Buying a used car can be an anxious time, with no one wanting to end up with a car that will bring more problems and unexpected expenses. Not everyone has a friend with good mechanical knowledge to help them in the process of buying a suitable second hand car. If this sounds like you, follow these tips to avoid any future problems.
1. Schedule a time to inspect the car
- Make sure to view the car in daylight and ask to bring the car for a test drive.
- Before you view the car, do your homework and know what you need to check from the points below. This will show the seller that you are confident and know what you are doing, and give you the confidence to go into negotiations and get a good deal.
2. Look around the car
- Look at the ground underneath where the vehicle is parked and check for any signs of leaking fluid.
- Walk all around the car and check for dents, rust spots, broken headlamps, and cracks in the windscreen or windows.
- Check for any difference in the headlamps or the paint tone. Check the space between the body panels to confirm that they are all the same. If you find differences it can be a sign that the vehicle was repaired following an accident.
- Check the condition of the tyres and see if there is useful life left in the tread. Check for damage to the sidewall, like bulges or tears.
- Check the condition of the rims. Watch out for dents or even cracks.
- Check the area around the back bumper near the exhaust. If it’s black or dirty it can be a sign that the vehicle is smoking and this could indicate engine problems.
- Open the doors to check for any strange sounds or any difficulty in closing them.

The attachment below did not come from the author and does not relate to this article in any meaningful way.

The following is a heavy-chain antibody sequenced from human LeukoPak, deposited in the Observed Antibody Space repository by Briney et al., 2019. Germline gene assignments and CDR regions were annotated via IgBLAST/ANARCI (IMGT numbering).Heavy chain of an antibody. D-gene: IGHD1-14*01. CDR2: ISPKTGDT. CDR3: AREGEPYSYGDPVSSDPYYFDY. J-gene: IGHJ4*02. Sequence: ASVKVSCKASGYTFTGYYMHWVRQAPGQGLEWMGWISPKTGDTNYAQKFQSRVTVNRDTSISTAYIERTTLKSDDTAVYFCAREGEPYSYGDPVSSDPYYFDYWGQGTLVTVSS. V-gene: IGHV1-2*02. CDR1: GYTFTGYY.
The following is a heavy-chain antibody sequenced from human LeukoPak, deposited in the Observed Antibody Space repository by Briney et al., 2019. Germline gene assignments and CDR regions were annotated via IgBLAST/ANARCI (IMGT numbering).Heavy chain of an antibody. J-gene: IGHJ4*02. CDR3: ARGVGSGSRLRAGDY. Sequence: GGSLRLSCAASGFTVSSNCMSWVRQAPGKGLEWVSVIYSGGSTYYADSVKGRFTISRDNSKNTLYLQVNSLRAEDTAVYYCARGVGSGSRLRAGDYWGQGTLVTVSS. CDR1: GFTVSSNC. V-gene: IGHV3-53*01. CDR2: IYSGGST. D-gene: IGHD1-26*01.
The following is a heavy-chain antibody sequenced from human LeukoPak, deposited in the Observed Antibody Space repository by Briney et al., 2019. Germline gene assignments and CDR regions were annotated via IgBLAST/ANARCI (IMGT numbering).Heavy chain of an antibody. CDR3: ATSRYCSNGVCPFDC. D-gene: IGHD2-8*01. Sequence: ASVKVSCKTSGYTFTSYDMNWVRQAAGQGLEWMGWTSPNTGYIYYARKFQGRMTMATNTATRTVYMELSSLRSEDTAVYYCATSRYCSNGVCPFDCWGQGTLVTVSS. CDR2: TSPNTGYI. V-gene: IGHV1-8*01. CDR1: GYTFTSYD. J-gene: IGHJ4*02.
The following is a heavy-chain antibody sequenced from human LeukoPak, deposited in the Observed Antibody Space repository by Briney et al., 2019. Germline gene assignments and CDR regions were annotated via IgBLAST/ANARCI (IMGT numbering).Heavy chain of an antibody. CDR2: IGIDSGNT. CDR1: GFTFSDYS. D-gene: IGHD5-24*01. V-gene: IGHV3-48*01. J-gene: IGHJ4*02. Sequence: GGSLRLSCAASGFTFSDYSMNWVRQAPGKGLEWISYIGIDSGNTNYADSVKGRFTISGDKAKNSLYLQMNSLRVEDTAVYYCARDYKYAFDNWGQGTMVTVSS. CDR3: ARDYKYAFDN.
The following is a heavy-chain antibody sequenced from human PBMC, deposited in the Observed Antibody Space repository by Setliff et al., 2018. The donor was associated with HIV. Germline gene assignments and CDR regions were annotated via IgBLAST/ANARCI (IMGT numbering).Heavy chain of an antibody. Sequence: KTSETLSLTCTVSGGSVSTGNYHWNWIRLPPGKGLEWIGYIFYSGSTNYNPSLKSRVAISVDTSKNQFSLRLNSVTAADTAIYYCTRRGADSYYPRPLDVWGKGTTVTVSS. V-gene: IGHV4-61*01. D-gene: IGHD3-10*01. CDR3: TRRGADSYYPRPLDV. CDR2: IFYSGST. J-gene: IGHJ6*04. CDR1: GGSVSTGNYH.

3. Check the engine bay
- Check that the engine bay is clean and that there are no signs of oil leaking, in particular oil deposits on the cover below the engine. You can use the lamp on your mobile phone to help you check.
- Check the level of engine oil and coolant, and the general look of the battery for anything abnormal.
- Check that the area around the headlamps is not bent or with signs of repair, which could indicate the car was involved in an accident.
- Start the engine and make sure it starts without any problems (that will allow you to check the power of the battery). Listen to the engine idling and make sure the idle is regular and there are no metallic sounds from any pump or belts.
4. Interior inspection
- Test the safety aspects like the mirrors, seatbelts, handbrake and lights of the vehicle.
- Check if the car has Isofix fixtures and if you have a child car seat, check the compatibility.
- When the engine is running check the dashboard for any red or amber warning lights that remain on.
- If the car has a trip computer, check the average consumption. Normally this value can give you a good idea of the fuel economy of the car and what you will be able to get from it.
- Turn on the aircon and check that it is blowing cold air.
- Test the main equipment of the vehicle. Turn on the radio, open and close the windows and test the central locking system.